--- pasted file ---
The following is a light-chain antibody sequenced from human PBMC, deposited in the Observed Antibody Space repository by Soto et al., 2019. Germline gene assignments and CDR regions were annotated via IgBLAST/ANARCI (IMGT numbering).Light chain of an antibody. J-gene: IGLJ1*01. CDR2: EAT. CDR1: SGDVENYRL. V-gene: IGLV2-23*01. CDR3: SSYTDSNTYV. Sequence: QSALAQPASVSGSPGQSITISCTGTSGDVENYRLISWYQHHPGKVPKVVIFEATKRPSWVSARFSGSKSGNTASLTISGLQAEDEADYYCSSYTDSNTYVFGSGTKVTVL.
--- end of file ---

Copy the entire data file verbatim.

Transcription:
The following is a light-chain antibody sequenced from human PBMC, deposited in the Observed Antibody Space repository by Soto et al., 2019. Germline gene assignments and CDR regions were annotated via IgBLAST/ANARCI (IMGT numbering).Light chain of an antibody. J-gene: IGLJ1*01. CDR2: EAT. CDR1: SGDVENYRL. V-gene: IGLV2-23*01. CDR3: SSYTDSNTYV. Sequence: QSALAQPASVSGSPGQSITISCTGTSGDVENYRLISWYQHHPGKVPKVVIFEATKRPSWVSARFSGSKSGNTASLTISGLQAEDEADYYCSSYTDSNTYVFGSGTKVTVL.